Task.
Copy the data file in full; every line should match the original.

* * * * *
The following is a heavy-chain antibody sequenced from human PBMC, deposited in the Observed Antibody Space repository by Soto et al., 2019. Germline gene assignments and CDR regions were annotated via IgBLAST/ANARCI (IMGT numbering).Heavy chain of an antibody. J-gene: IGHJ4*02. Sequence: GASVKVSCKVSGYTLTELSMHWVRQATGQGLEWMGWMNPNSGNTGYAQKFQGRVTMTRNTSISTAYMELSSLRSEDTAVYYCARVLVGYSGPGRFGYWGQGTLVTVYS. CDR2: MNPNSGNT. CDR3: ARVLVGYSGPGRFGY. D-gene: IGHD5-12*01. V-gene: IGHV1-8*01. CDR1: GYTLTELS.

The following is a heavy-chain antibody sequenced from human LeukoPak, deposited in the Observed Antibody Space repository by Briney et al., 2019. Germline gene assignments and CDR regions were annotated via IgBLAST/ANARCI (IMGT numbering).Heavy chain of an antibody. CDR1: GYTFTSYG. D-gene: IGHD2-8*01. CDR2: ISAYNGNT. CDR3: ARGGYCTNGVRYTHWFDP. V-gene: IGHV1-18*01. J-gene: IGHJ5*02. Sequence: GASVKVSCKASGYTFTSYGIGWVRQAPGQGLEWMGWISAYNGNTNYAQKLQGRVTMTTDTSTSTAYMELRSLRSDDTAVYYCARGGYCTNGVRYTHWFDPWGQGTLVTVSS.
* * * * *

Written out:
The following is a heavy-chain antibody sequenced from human PBMC, deposited in the Observed Antibody Space repository by Soto et al., 2019. Germline gene assignments and CDR regions were annotated via IgBLAST/ANARCI (IMGT numbering).Heavy chain of an antibody. J-gene: IGHJ4*02. Sequence: GASVKVSCKVSGYTLTELSMHWVRQATGQGLEWMGWMNPNSGNTGYAQKFQGRVTMTRNTSISTAYMELSSLRSEDTAVYYCARVLVGYSGPGRFGYWGQGTLVTVYS. CDR2: MNPNSGNT. CDR3: ARVLVGYSGPGRFGY. D-gene: IGHD5-12*01. V-gene: IGHV1-8*01. CDR1: GYTLTELS.

The following is a heavy-chain antibody sequenced from human LeukoPak, deposited in the Observed Antibody Space repository by Briney et al., 2019. Germline gene assignments and CDR regions were annotated via IgBLAST/ANARCI (IMGT numbering).Heavy chain of an antibody. CDR1: GYTFTSYG. D-gene: IGHD2-8*01. CDR2: ISAYNGNT. CDR3: ARGGYCTNGVRYTHWFDP. V-gene: IGHV1-18*01. J-gene: IGHJ5*02. Sequence: GASVKVSCKASGYTFTSYGIGWVRQAPGQGLEWMGWISAYNGNTNYAQKLQGRVTMTTDTSTSTAYMELRSLRSDDTAVYYCARGGYCTNGVRYTHWFDPWGQGTLVTVSS.